- Submarine canyons are V-shaped canyons cut into the continental slope to a depth of up to 1,200 meters. The submarine canyons are cut perpendicular to the running direction of the continental slope. Many canyons are associated with major rivers such as the Congo, Hudson, and others.
- The continental rise is found at the base of the continental slope (see Figure 1 and Figure 2). The depth of the rise ranges from 2,000 to 5,000 meters deep. Its breadth is up 300 kilometers wide. This feature was created by the merging of accumulated deposits at the mouths of the many submarine canyons. Each canyon's thick, fan-shaped sedimentary deposit is called an abyssal fans.
- The ocean floor is found at the base of the continental rise in water 4,000 to 6,000 meters deep (see Figure 1). The ocean floor accounts for nearly 30% of the Earth's surface. The composition of the ocean floor consists of a relatively thin layer (on average 5 kilometers thick) of basaltic rock with an average density of 3.0 grams per cubic centimeter (continents - granite rocks - density 2.7 grams per cubic centimeter).
- Numerous volcanoes populate the floor of the ocean basins. Scientists estimate that there are approximately 10,000 volcanoes on the ocean floor.
- The mid-oceanic ridge is normally found rising above the ocean floor at the center of the ocean basins (see Figure 1). These features are involved in the generation of new oceanic crust from volcanic fissures produced by mantle up-welling. Some volcanic islands are part of the mid-ocean ridge system (e.g., Iceland). The mid-oceanic ridge constitutes 23% of the Earth's surface. In the center of the mid-oceanic ridge is a rift valley, between 30 to 50 kilometers wide, that dissects 1,000 to 3,000 meters deep into the ridge system.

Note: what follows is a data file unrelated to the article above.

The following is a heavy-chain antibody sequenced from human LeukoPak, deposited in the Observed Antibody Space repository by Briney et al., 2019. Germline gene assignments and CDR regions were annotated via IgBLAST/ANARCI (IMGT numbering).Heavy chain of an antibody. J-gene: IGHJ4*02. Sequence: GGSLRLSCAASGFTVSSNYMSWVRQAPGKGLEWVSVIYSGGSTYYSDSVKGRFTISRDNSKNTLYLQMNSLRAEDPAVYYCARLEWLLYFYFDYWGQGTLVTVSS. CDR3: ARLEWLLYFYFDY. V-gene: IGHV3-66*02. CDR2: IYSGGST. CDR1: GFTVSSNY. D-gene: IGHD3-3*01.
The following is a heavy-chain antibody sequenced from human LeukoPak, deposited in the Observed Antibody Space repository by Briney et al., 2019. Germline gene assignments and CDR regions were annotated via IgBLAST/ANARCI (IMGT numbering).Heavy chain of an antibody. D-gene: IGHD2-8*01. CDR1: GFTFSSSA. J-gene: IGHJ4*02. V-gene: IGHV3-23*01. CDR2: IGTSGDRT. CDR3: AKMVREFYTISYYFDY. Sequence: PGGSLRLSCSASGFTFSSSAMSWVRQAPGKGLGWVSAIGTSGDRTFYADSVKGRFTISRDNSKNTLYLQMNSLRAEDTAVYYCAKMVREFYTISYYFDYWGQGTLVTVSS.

- Ocean trenches are long, narrow, steep-sided depressions found on the ocean floor that contain the greatest depths in the ocean (11,000 meters - western Pacific). There are 26 oceanic trenches in the world: 3 in the Atlantic Ocean, 1 in the Indian Ocean, and 22 in the Pacific Ocean (Figure 3). Generally, the trenches mark the transition between continents and ocean basins, especially in the Pacific basin. Trenches are also the tectonic areas.
Ocean Basin Configuration
The current spatial configuration of the ocean basins is a by-product of plate tectonics. The creation of new oceanic crust at the mid-oceanic ridge moves the continents across the Earth's surface and creates zones of subduction. At the areas of subduction, oceanic crust is forced into the mantle after it collides with continental crust. Over the past 200 million years, the Atlantic basin has been the most active area of oceanic crust creation. The Atlantic Ocean formed about 200 million years ago as the Pangaean continent began rifting apart. 180 million years ago, North America separated from South America and Africa. North America then joined with Eurasia creating Laurasia. By 135 million years ago, South America began separating from Africa. North America and Eurasia split a few million years after.